Britain should leave the EU on WTO terms


Britain should leave the EU on March 29, liberating a future Labour government from EU Single Market rules and trading with EU and other countries on WTO terms if necessary, Britain’s Communists declared at the weekend.
  At the first meeting of its new Executive Committee elected at the 55th Congress, the Communist Party said that the ‘pro-EU Tory minority regime’ and the EU Commission could not be trusted to reach any withdrawal agreement that did not serve the interests of big business and the capitalist class.
  ‘Britain’s political crisis is deepening by the day and it reflects a more profound crisis for the ruling class and state-monopoly capitalism’, the party’s general secretary Robert Griffiths reported.
  ‘Their efforts to derail Brexit have not been successful so far, despite having a majority in the House of Commons and the House of Lords’, he added, ‘EU supporters have been divided…

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Zoltan Zigedy on US politics


Tilting at Windmills?

Two months have passed since the 2018 midterm elections, yet Democrats are already jumping into the 2020 Presidential race with many more candidates on the way. Typically, candidates are reluctant to go against an incumbent, but the Democrats smell blood in the water with the Trump Presidency.
This is another “new face” moment when Party leaders sense that Democratic Party voters are angry at nearly all of the US institutions and disgusted with past choices.
Earlier moments of flagging voter confidence necessitated fresh faces to bolster class rule. For example, in the wake of the Nixon fiasco, the Democrats found a relatively unknown “aw shucks” peanut farmer/governor from the South. Jimmy Carter, a “Mr. Clean Jeans” with an unblemished record as an administrator, served in sharp contrast to the Nixon sleaze machine. By 1978, he had betrayed the last iteration of a progressive, New Deal-like Democratic platform…

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Where the left abandons workers, they are easy prey for the right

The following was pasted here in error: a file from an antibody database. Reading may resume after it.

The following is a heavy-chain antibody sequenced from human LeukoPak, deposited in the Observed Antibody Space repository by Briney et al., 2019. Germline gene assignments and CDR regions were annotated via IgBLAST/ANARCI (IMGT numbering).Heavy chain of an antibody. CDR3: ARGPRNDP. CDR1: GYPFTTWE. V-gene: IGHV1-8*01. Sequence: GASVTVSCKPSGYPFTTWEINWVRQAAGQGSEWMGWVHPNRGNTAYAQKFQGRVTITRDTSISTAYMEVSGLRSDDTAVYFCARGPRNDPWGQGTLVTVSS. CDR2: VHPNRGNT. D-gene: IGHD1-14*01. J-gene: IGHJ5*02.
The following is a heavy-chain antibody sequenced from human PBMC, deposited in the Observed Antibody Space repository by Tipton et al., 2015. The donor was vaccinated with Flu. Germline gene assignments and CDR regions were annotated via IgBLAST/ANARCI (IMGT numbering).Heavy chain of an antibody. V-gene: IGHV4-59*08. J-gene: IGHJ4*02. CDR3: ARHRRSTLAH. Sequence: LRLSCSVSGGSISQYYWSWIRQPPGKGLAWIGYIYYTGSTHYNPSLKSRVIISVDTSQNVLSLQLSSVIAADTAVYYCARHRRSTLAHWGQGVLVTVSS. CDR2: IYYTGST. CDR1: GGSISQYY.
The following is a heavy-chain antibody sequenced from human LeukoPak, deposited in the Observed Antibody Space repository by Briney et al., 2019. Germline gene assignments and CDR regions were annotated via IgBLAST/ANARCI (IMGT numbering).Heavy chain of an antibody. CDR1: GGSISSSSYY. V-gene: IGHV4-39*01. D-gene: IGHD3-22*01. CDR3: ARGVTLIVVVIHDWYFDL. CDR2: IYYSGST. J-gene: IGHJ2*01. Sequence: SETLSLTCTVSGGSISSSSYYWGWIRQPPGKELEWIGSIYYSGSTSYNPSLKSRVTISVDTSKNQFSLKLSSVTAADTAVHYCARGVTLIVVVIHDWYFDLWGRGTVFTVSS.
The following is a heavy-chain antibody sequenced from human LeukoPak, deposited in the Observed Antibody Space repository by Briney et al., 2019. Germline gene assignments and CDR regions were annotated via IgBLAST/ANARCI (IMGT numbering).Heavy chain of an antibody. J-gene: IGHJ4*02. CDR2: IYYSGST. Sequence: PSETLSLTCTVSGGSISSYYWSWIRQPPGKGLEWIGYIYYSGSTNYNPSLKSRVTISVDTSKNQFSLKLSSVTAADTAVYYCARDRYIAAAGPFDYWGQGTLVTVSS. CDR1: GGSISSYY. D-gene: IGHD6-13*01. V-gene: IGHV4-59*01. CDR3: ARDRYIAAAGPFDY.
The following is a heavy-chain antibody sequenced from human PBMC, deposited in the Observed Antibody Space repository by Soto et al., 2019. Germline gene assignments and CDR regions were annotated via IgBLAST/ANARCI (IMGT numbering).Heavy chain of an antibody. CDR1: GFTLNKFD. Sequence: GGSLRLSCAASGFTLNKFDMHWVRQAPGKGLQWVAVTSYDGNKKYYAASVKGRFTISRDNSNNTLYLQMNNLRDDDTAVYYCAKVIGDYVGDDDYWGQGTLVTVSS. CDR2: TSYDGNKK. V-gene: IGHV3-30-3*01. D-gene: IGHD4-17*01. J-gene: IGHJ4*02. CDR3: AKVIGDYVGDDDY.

Interesting stuff from The Full Brexit

More at

by Steve Hall

How did immigration become such a flashpoint in British politics and the EU referendum? An anthropological study of the English Defence League finds that the abandonment of working-class communities by the Left allows right-wing scapegoating to flourish.

Social scientific research projects often give experienced researchers small surprises, but big surprises are rare. Whilst researching the English Defence League (EDL), a white nationalist protest group regarded by many as an Islamophobic hate-group, my colleagues and I got two rather big surprises as the minutiae of its general perspective and hierarchy of prejudices began to crystallise.[1] The EDL is not an organised political group with a history, a moral centre, a specific ideology or a policy programme but a street protest group. Like many of their antagonists on the liberal left – anti-fascist, anti-racist and so on – their politics are…

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As radical as our time requires: Labour, the Left and Brexit

21centurymanifesto useful piece by Paul O’Connell writing in New Socialist


Hat tip to Eugene for spotting this

What know they of Brexit, who only Brexit know? Very little, it turns out. The obsessive, insular and heavily emotive nature of the Brexit debate within the UK (before, during and after the referendum campaign of 2016) has produced a vast amount of heat, but very little light. And at every turn, the most vocal protagonists on the issue have revealed, time and again, how little they understand the conjuncture that produced both Brexit and the nascent Corbyn moment in British politics. But it is impossible to make sense of Brexit, and to think through what Labour, and the Left more broadly, should do in the current conjuncture without a broader historical and theoretical understanding of where we are today, and how we got here.

A Brief History of the Present

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The case for second chances – the only way out of the Brexit nightmare is to go back to the country

Pin Prick

The Greek historian Herodotus tells us that the ancient Persians made all decisions twice. In the first round they would get uproariously drunk, have a good old row and – while still heavily inebriated – vote. Then a few days later, having sobered up sufficiently, they would go through the whole process again – before acting on that final decision.

There’s something to be said for deliberating on important matters twice. Behavioural experts have long known that the frenzy of emotions aroused by heated debate can cause individuals to pursue choices that in more restrained circumstances they might not make. The concept of ‘sober reflection’ at the ballot box persists in the modern political age. In France and forty-one other countries Presidential elections are conducted on a two round system which is not so dissimilar to the Persian approach. In the first there is an almost intoxicated free for all…

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